Changing the electoral system was a bold commitment not least because of its tight timeline.  But it will be tough commitment to meet – both in terms of its deadline and the diverging arguments that changes to the electoral system can be expected to generate.

At a minimum, a thorough Parliamentary committee study of the assigned electoral topics would necessarily involve testimony of experts (who can be counted on to offer conflicting advice) and comparative examinations of electoral system proposals or actual changes in other Westminster-model parliamentary countries (the United Kingdom and New Zealand come readily to mind).

Furthermore, the recent experience of the provinces with their ultimately unsuccessful attempts to replace the first past the post (FPTP) electoral system cannot be ignored in a country as mindful of its federal structure as Canada.  What has happened on the electoral reform file in five of Canada’s ten provinces over the past decade has already entered the post-election debate over the Liberals’ reform package.

Since 2005, proposals to replace FPTP elections with the Single Transferable Vote or some variant of a Mixed Member Proportional system have either been shelved by provincial Governments (Quebec and New Brunswick) or defeated by sizeable margins in province-wide referendums (Ontario, British Columbia, and Prince Edward Island).  In every case, the initial stage of the attempt to change the electoral system was marked by widespread public consultation by way of an independent commission, a select committee of a legislature, or a Citizens’ Assembly on Electoral Reform.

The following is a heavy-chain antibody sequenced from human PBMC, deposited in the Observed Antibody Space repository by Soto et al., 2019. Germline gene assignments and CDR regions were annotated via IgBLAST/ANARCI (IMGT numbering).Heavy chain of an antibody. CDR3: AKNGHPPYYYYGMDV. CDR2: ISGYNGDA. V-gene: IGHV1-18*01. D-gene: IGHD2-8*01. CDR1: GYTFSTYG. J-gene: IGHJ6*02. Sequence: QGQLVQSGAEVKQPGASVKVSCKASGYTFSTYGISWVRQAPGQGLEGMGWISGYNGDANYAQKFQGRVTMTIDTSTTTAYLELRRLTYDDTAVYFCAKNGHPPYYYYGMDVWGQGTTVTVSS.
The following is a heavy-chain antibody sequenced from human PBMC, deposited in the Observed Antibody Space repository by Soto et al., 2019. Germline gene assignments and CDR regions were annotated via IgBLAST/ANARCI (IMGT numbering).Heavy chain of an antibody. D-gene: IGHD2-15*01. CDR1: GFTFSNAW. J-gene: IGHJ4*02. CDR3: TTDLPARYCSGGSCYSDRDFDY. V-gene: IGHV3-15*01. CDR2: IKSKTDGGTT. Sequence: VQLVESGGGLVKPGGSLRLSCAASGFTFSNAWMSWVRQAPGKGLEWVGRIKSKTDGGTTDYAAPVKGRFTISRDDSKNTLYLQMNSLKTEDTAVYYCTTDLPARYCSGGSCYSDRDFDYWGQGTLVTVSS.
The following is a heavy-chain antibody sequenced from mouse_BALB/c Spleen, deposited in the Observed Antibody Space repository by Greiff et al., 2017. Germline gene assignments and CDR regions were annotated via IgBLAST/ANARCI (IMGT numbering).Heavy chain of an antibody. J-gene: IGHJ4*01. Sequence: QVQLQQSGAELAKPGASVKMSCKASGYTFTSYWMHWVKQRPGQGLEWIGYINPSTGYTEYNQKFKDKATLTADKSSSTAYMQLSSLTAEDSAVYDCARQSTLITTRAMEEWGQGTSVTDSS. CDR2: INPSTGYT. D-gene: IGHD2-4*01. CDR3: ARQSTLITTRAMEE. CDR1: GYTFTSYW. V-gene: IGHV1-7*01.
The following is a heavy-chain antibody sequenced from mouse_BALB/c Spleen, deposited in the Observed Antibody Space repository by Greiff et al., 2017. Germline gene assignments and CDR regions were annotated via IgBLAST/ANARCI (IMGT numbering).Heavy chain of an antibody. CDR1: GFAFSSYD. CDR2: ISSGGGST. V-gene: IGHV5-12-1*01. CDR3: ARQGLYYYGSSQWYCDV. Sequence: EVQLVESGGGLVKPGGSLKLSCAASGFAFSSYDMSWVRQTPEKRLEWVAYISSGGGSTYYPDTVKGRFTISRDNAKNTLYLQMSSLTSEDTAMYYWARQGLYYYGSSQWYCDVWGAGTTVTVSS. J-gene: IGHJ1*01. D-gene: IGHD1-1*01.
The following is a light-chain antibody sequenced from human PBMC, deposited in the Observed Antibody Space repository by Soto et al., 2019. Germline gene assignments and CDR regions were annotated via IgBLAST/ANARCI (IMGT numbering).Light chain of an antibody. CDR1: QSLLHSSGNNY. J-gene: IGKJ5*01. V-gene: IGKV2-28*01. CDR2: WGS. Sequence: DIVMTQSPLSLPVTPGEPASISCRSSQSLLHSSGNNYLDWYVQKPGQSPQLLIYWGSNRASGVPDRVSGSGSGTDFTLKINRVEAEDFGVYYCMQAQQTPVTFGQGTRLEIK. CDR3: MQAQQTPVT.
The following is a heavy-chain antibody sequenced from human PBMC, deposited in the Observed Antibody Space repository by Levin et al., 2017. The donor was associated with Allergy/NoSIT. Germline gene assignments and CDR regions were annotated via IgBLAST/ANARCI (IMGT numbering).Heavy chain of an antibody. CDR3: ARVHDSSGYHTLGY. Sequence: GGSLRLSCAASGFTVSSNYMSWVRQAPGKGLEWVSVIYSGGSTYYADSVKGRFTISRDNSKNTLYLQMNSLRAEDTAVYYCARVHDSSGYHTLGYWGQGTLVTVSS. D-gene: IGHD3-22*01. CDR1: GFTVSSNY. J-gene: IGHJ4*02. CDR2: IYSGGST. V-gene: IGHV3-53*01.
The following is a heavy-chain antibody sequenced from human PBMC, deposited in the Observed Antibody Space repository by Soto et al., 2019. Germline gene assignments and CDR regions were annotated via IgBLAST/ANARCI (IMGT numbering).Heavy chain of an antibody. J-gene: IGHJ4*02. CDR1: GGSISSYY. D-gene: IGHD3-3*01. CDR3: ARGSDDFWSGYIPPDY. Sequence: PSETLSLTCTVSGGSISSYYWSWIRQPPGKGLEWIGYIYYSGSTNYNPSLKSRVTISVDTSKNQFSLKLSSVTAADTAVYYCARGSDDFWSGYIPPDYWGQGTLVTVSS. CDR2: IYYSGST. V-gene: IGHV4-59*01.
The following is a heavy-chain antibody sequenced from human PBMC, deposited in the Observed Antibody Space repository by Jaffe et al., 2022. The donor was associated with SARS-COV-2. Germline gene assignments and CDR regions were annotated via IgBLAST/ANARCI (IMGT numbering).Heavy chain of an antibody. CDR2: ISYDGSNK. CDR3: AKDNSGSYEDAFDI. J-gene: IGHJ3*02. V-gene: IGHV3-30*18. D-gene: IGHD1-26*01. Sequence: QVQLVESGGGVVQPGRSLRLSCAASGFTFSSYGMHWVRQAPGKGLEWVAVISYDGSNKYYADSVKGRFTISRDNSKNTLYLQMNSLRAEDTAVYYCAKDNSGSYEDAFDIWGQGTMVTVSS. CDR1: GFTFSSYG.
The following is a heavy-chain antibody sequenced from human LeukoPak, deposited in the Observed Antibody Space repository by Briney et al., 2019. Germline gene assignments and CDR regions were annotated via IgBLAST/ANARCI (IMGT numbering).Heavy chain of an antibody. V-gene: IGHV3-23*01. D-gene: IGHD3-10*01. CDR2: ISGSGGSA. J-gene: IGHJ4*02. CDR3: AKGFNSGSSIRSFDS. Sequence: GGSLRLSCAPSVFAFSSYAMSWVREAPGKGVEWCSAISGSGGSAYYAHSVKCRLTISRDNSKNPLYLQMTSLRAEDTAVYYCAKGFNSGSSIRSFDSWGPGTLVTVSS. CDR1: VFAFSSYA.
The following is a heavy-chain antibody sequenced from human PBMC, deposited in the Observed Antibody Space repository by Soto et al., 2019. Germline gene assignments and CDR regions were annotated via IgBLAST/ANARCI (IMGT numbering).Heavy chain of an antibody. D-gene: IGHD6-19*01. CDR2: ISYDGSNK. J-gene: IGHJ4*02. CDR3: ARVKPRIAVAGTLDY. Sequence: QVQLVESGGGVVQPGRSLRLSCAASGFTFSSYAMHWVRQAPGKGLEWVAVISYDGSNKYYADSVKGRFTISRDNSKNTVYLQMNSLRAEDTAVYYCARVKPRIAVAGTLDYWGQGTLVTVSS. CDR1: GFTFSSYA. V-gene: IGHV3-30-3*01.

With no history of anything other than FPTP elections at the federal level in its nearly 150-year history, Canada’s electoral system will be a challenge for the Trudeau Government to change within their self-imposed deadline. Some will argue that only a countrywide referendum will confer “legitimacy” on the move. Others will dispute that claim by asserting that the referendums held by three provinces have set no precedent for Ottawa to follow and that, in the final analysis, Parliament is master of its own electoral rules.

The next several months should provide clues about which of these two positions will prevail in Canada’s upcoming electoral reform debate.

This post represents the views of the author, and not those of his employer, nor the LSE. Please read our comments policy before posting. 

John Courtney is Professor Emeritus of Political Studies and Senior Policy Fellow of the Johnson-Shoyama Graduate School of Public Policy at the University of Saskatchewan in Saskatoon, Canada. A former President of the Canadian Political Science Association he is the author or editor of ten books and numerous articles and chapters in books on elections, redistricting, leadership selection, and representational and electoral systems.  His two most recent books are Elections  (one of ten volumes in the Canadian Democratic Audit project) [UBC Press, 2004] and The Oxford Handbook of Canadian Politics [Oxford University Press, co-edited with David E. Smith, 2010].